Review: “The Hunger Games” Trilogy

Posted: January 13, 2013 in Novel, Reflections, Review, Writing
Tags: , , , , , ,

Normally I wait a week before doing another review, but I think this time I’ll make an exception.

I decided to read The Hunger Games books for a number of reasons. One, because m sister was upset at how many things got changed between book and movie (the movie I saw first) and I wanted to know if it was really something to be upset over (I decided it wasn’t, but actually very clever). Another was that the second film is coming out later this yea and I wanted to be prepared for what I’d find, maybe be as upset as my sister (though that usually doesn’t happen). But finally, I decided to read the books because Ohio State’s having this mock-Hunger Games thing called the OSU Honor Games, a nonviolent contest based on Suzanne Collins’s twisted imagination, and I want to be a tribute for my dorm (go Jones Tower!).

So I read the books. And without going into what I thought of each separate book, I’ll give you my thoughts:

First off, I don’t read a lot of YA, so I don’t necessarily know the conventions that are associated with it. Still, I thought certain moments in the story, Collins relied too much on telling rather than showing. For instance, at the end of Books 2 and 3, Collins ties up events in only a short few paragraphs. At the end of Book 2 I was like, “There’s a rebellion in progress and Katniss was apart of it without knowing it, and yet you expect to tell me that in four little paragraphs and that I’d be satisfied with that? Puh-leaze!” And at the end of Book 3, after Katniss (spoiler alert!) kills Coin while Snow expires from being a sick, bloody old man, I tought Collins was rushing a bit to finish up the story, to have everything resolve itself without doing too much writing or exposition or lengthy conversation. Too much telling, and maybe a little lazy.

Not only was that a problem for me, but at certain points Collins puts us into dramatic moments without putting on the drama. When Katniss and her crew go into the Capital in Book 3 to take down Snow, it seems Collins is deliberately under-dramatizing it, making the mission seem as drawl as possible. I would’ve cued in on Katniss’s feelings as she stepped into the Capital with a gun and bow and arrows, looking around the snow-swept streets and the rising excitement and tension as she awaits her chance to kill Snow.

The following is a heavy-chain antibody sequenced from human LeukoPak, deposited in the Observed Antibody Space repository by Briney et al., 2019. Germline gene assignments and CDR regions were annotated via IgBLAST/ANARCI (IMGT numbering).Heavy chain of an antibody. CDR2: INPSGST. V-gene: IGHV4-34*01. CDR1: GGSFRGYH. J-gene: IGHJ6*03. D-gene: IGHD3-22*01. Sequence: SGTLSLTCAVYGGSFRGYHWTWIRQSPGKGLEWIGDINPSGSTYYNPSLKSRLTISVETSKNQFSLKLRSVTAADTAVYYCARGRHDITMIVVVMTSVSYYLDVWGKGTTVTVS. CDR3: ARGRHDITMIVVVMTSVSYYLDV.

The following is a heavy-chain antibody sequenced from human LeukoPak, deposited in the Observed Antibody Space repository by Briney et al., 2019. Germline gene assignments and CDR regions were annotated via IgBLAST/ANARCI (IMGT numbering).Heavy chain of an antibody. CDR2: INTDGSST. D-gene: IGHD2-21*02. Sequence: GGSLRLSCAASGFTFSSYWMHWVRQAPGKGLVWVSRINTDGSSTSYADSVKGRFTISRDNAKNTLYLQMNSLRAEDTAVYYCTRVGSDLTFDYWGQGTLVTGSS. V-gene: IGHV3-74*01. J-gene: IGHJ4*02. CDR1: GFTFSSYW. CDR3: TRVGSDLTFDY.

But Collins decides to just put us smack in the middle of the Capitol, and things only get dramatic when she actually feels like telling us in detail what’s happening instead of summarizing it for us.

And finally, the ending for Book 3 left me stunned. I mean really, Katniss kills Coin just like that? A little out of left field, if you ask me. Where’s the dramatic build-up, the chance to let the world know what Coin did, to refute it so that the world will see how cruel war can make us and make it stick that we shouldn’t fight like monsters? Nope, just kills the old hag after agreeing the Capitol children should participate in a Hunger Games. And speaking of which, did that ever happen? Or after President Coin’s death, did they just decide not to let the Capitol kids not die?

Whatever.

I thought the first book fantastic, but Books 2 and 3 were not as good. Sure, Collins made an effort to make Book 2 more than just a bridge between Books 1 and 3, but at times it dragged, and I thought it took too long to get to the Quarter Quell. And Book 3 alternated between me being interested and me being annoyed and bored.

Plus the resolution of the whole Peeta-Gale thing…Oy Gevalt! I feel like there were so much more to those characters. They were both capable of being great political and military leaders, especially Peeta. But all we really see is their obsessions with Katniss and perhaps a darker side of Peeta after he’s been hijacked. And then the way Katniss finally picks her man…was that Collins’s way of saying, “Oh yeah, this is who she finally picks and how it happens.” I definitely wouldn’t have written it that way, and I think I would’ve gone into Katniss actually weighing her feelings and what each boy represents to her. You know, make it seem like they’re both dreamy and she just can’t choose?

And by the way, what do those guys do at the end of the book? Does Peeta become mayor of District Twelve? Does Gale find a new girl while leading reconstruction efforts in other districts? A little explanation please! God, now I know why the movie went into further detail of the behind-the-scenes stuff: it was needed to make up for what was left out of the novel.

So finally, how about my ranking? For The Hunger Games, Catching Fire and Mockingjay, I give the whole trilogy a 2.6 out of 5. Great premise, great story overall, but there was room for improvement, if you ask me.

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Comments
  1. Adi says:

    I am honored to have made it into one of your blog posts! I agree with a lot of what you said about the books, which is why I wasn’t really a fan of the end of book one, everything but the Quarter Quell in the second book, and the whole third book. There were still a couple things that needed to be put into the movie from the book that just weren’t there. (SPOILER ALERT) For instance, Peeta losing his leg was kind of a huge thing to be left out. Also at the end Katniss never tells Peeta that she didn’t really love him, which was kind of a vital plot point if you ask me. Overall though I agree with your assessment of the trilogy.

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